Executive Chef Roderick “Pete” Smith reigns at Market Salamander in downtown Middleburg,
Executive Chef Roderick “Pete” Smith reigns at Market Salamander in downtown Middleburg,

Executive Chef Roderick “Pete” Smith reigns at Market Salamander in downtown Middleburg, a Southern-born force of nature in the kitchen with an appreciation for local flavors. He has brought his skills and appreciation for upscale Southern cooking to this in-town store and bistro outpost of the Salamander Resort.

A Jacksonville Florida native, Chef Roderick “Pete” Smith, graduated from the Southeast Institute of Culinary Arts in St. Augustine, Florida, in 2000. By the time he was 22, Pete had become the Chef de Cuisine at Medure in Ponte Vedra Beach, Florida, making him the youngest African-American Chef to run a Forbes Four-Star, AAA Four-Diamond restaurant in Florida. Over his 22 years of professional experience, Pete has gathered skills in many areas of the culinary industry, including managing a gourmet food truck, creating dishes at Forbes Five-Star restaurants, owning his gourmet diner, and more. 

Before coming to Salamander, he worked under some great chefs, including Matthew’s Restaurant and Restaurant Medure in North Florida. Sea Island Resort in Georgia, and The Olde Pink House in Savannah. He also owned two restaurants (Jax Diner, Mother’s Café) in Jacksonville, Florida, and worked internationally all over the Caribbean. Chef has brought these flavorful and unique influences to his new position.

We recently caught up with “Chef Pete” and asked a few questions about his career, his ideas on cooking, and his thoughts on the future American cuisine.

I asked him how he came to Salamander. “Chef” explained that good friend Chef Bill Welch, the Executive Chef at the resort, came to visit him in Savannah. 

“We worked together at Sea Island Resort in Southeast Georgia. He came down to visit me and some of our close friends in Savannah, where I was living. He asked me what my dream job was. I told him I would love to have a market that sells locally-produced prepared dishes and produce.”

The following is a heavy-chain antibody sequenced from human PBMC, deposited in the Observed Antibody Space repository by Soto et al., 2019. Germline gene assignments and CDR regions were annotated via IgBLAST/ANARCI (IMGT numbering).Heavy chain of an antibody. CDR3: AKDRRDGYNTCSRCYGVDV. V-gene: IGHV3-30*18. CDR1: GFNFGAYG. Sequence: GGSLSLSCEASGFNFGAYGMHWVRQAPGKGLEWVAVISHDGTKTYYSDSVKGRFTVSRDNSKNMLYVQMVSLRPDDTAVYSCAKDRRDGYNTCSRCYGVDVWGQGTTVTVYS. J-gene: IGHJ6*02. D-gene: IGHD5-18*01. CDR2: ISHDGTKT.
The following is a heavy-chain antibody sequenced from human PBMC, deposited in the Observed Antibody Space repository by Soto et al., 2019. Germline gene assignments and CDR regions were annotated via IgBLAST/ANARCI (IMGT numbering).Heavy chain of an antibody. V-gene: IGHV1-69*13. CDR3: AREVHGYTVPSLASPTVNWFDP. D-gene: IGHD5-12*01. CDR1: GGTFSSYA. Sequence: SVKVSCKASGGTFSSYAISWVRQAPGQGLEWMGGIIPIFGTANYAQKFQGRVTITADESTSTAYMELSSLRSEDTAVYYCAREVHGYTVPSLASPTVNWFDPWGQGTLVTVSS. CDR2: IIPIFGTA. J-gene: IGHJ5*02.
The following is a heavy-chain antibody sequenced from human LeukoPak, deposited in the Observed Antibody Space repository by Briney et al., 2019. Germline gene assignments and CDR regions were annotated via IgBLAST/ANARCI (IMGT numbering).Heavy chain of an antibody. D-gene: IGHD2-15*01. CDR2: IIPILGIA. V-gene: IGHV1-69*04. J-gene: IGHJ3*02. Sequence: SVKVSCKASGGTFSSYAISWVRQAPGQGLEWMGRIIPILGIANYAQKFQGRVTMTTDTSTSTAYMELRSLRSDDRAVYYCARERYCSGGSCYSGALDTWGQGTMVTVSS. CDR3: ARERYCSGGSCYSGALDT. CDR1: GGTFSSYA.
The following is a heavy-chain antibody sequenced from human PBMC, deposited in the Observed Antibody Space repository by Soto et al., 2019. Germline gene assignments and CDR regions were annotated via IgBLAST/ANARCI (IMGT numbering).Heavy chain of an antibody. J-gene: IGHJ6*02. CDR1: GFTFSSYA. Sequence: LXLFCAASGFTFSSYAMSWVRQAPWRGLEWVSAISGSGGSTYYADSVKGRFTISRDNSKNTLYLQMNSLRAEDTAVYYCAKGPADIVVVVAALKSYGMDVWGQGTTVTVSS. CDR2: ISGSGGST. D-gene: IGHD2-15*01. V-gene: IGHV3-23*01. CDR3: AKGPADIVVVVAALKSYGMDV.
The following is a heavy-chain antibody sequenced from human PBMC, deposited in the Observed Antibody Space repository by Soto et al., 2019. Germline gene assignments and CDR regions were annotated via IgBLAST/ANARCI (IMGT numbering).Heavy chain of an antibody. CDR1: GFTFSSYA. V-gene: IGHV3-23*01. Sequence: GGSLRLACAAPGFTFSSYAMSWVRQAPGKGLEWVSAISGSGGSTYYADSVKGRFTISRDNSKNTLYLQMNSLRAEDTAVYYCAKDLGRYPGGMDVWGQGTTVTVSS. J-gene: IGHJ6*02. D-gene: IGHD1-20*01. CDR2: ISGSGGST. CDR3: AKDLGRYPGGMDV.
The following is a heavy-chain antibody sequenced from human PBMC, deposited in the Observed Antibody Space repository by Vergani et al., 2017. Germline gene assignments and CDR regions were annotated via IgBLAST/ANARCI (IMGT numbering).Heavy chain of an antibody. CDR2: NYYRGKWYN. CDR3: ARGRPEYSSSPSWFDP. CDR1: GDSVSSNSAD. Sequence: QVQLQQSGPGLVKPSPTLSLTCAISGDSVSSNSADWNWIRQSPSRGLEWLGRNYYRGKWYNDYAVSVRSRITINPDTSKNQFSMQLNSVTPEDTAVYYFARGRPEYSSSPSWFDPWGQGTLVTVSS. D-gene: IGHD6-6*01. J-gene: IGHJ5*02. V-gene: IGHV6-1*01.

“(I said I wanted to) make cool gourmet sandwiches, create tasting menus, do catering and teachcooking classes,” said Chef. “Bill told me he had the perfect place for me and it’s a BOB (Black Owned Business).”

But wait a minute, what about the weather? “I told him that it snows up there and he said just come up for a tasting. When I visited, I met Ms. Johnson and the rest is history.”

What is your favorite style of cooking and what is your favorite dish to create, and why, we asked.

“I love international cuisines with Southern and French techniques and influences,” he said. “One of my favorite meals to make includes braised short ribs with seared foie gras, haricots vert and pimento cheese risotto.”

 At Market Salamander, you will find many of Chef Pete’s signature creations available at the store’s Gourmet Grab & Go, including his bread pudding, hot sauce, and pickled vegetables.

In response to  my question about the tastes of his local clientele at Salamander, the Chef explained that he “just loves to cook, have fun and provide great food using as many local ingredients as possible.”

Does Chef have any favorite restaurants beside his own right now? He responded that all the local places in Middleburg and nearby Marshall and The Plains communities are standouts for him because “I love supporting local. These restaurants are doing exactly what I love to do and hope to find new ways to  execute…providing great local food with local products while enhancing new trends and unique fun experiences.”

And Chef Pete is no stranger to rolling up his sleeves and donning a chef apron and hat when he is off the clock to help out a friend in a pinch. 

“Recently, I walked into my friend’s new restaurant to eat dinner. It turned out they had overbooked and were really far behind in the kitchen. I left my other friends to jump behind the line to help catch up with the volume that was coming in.” he said with a broad smile.

And what does he see as the future of food and cuisine for the American diner?

“I believe eating local, unfussy food is the future of American cuisine,” he said. “I see a movement away from fine dining and more interest in well-prepared, creative, locally-sourced ingredients that honor the raw ingredients for their flavors and nutrition.”

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